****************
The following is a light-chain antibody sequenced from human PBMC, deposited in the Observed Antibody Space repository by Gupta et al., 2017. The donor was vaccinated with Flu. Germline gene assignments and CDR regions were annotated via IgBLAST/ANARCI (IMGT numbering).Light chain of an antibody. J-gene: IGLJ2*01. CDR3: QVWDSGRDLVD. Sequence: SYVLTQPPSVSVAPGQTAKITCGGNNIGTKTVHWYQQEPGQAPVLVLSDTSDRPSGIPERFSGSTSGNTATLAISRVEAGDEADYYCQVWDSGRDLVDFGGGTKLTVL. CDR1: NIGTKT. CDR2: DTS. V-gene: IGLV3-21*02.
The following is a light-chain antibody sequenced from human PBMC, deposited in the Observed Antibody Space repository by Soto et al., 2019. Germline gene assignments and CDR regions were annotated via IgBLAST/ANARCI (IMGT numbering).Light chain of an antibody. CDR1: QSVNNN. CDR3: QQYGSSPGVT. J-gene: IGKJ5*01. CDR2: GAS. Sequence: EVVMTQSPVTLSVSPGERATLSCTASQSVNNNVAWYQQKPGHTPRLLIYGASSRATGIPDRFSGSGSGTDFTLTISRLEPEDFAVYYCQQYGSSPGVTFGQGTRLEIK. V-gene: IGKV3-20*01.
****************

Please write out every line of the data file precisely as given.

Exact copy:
The following is a light-chain antibody sequenced from human PBMC, deposited in the Observed Antibody Space repository by Gupta et al., 2017. The donor was vaccinated with Flu. Germline gene assignments and CDR regions were annotated via IgBLAST/ANARCI (IMGT numbering).Light chain of an antibody. J-gene: IGLJ2*01. CDR3: QVWDSGRDLVD. Sequence: SYVLTQPPSVSVAPGQTAKITCGGNNIGTKTVHWYQQEPGQAPVLVLSDTSDRPSGIPERFSGSTSGNTATLAISRVEAGDEADYYCQVWDSGRDLVDFGGGTKLTVL. CDR1: NIGTKT. CDR2: DTS. V-gene: IGLV3-21*02.
The following is a light-chain antibody sequenced from human PBMC, deposited in the Observed Antibody Space repository by Soto et al., 2019. Germline gene assignments and CDR regions were annotated via IgBLAST/ANARCI (IMGT numbering).Light chain of an antibody. CDR1: QSVNNN. CDR3: QQYGSSPGVT. J-gene: IGKJ5*01. CDR2: GAS. Sequence: EVVMTQSPVTLSVSPGERATLSCTASQSVNNNVAWYQQKPGHTPRLLIYGASSRATGIPDRFSGSGSGTDFTLTISRLEPEDFAVYYCQQYGSSPGVTFGQGTRLEIK. V-gene: IGKV3-20*01.